Generally, even if features of a patented invention constitute only parts of a product produced by working the patented invention by a patentee, a total amount of marginal profit earned by selling the patented product of the patentee is presumed to be the lost profit suffered by the patentee.  However, in the present case, the Grand Panel stated that the parts significantly attracting consumers of the patented product of the plaintiff were not the part of the feature (the shape around the bearing) of the present patent, and “because the part of the feature did not contribute to the full profit of the sales of the product of the plaintiff, the total amount of marginal profit obtained by the sales of the product of the plaintiff shall not be presumed to be the lost profit of the plaintiff.”  Accordingly, a part of the presumption is dismissed and the marginal profit was reduced by 60%.  Also, it was stated that “the dismissal of the stipulated presumption was made by taking into consideration the degree of the contribution of the feature part to the profit of the sales of the patented product of the plaintiff, and shall not be made only based on the rate of the producing cost of the part.”

  • Amount in light of the capability to work artcles:

Generally, “the capability to work articles” can be a potential capability.  It is not limited to a capability to produce articles at its own plants or the like, and the patentee or the like are considered to have a capability to work articles (products) even if a quantity of products corresponding to the sales volume of an infringing product can be supplied by outsourcing the production and the like.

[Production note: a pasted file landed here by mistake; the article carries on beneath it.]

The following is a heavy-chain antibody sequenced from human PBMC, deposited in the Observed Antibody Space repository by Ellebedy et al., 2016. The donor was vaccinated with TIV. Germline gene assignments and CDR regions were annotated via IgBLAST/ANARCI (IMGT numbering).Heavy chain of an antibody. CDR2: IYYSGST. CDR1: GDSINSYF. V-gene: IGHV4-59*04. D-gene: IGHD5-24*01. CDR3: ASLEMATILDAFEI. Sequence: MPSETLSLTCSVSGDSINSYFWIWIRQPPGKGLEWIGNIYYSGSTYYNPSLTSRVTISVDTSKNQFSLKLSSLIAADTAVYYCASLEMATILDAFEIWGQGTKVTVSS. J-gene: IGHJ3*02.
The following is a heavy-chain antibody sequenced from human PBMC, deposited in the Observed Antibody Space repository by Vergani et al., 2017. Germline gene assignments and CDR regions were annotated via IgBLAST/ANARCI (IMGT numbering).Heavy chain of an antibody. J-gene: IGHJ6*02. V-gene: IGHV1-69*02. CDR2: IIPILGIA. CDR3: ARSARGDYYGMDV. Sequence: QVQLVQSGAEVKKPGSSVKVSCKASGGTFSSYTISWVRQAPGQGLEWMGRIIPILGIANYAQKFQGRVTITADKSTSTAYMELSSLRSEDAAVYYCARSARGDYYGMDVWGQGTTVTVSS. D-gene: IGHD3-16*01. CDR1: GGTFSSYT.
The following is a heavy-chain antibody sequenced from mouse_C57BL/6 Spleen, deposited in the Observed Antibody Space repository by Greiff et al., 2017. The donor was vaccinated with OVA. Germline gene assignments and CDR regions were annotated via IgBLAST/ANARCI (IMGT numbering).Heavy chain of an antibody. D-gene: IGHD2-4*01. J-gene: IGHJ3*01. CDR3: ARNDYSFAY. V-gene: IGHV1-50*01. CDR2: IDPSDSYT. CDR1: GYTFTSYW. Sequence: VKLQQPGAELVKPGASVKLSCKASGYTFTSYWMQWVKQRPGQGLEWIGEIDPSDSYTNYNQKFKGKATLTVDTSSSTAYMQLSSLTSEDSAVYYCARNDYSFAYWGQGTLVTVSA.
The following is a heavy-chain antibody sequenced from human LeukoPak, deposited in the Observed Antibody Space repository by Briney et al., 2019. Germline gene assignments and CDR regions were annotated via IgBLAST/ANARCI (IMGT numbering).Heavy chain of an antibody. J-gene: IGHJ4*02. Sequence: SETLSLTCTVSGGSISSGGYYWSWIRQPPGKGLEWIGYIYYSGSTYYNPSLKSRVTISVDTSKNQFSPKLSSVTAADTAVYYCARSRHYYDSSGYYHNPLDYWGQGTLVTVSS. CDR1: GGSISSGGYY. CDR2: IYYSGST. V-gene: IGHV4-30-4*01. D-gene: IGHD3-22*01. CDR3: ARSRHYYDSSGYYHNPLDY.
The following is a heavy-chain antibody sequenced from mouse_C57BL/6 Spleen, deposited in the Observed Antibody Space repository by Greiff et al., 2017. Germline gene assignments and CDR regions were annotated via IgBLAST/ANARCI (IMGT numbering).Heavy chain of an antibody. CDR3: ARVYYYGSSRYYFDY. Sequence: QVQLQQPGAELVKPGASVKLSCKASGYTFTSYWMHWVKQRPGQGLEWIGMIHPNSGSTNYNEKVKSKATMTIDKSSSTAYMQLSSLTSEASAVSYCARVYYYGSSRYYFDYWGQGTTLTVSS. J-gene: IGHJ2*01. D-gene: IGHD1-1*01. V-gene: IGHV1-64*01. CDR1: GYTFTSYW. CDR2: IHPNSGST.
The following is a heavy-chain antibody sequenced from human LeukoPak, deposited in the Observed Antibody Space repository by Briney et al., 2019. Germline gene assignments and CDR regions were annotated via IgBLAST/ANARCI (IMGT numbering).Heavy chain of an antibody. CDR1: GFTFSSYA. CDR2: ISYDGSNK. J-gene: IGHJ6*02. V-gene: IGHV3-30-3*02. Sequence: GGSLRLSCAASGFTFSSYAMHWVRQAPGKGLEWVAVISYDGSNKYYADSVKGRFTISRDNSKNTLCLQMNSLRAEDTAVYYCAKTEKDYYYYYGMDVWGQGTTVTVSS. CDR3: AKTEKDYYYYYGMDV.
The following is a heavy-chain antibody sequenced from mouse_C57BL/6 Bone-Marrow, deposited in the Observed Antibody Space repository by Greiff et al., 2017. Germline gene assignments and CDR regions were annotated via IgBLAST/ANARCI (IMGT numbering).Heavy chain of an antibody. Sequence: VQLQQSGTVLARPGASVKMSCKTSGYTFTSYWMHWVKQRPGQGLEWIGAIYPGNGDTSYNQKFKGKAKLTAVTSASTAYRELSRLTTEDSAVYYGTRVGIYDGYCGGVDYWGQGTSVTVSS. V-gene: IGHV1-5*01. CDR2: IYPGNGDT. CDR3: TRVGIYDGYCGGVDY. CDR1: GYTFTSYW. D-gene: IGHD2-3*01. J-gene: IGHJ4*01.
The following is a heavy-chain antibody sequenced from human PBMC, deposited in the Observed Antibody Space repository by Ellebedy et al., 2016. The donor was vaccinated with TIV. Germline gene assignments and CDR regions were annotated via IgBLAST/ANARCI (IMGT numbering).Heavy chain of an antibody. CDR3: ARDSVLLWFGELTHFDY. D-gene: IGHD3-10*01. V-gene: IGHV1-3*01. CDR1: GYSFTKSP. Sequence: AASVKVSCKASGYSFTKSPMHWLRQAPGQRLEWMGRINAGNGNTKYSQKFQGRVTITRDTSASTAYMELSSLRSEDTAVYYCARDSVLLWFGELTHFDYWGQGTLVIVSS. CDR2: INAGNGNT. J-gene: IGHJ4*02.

In the present case, it was considered that the patentee had the capability to sell the whole sales volume of the infringing products sold by the infringer.

  • Circumstance under which the patentee would have been unable to sell the products:

The infringer (defendant) bears the burden of proving the circumtance under which the patentee (plaintiff) would have been unable to sell the products, and the amount corresponding to the quantity under such circumtance.

Generally, “the circumtance under which the patentee would have been unable to sell the products” means a circumtance that impedes a causal relation between the act of infringement and the decrease of sales volume of the product of the patentee and the like.

By way of exmaple, the circumtance may be (i) a difference in business types or prices between the patentee and the infringer (distinctiveness of the markets), (ii) existence of a competing product in the market, (iii) sales efforts of the infringer (brand popularity, advertisement), and (iv) a difference in performance (features other than the patented invention, such as functions and designs) between the infringing product and the product of the patentee.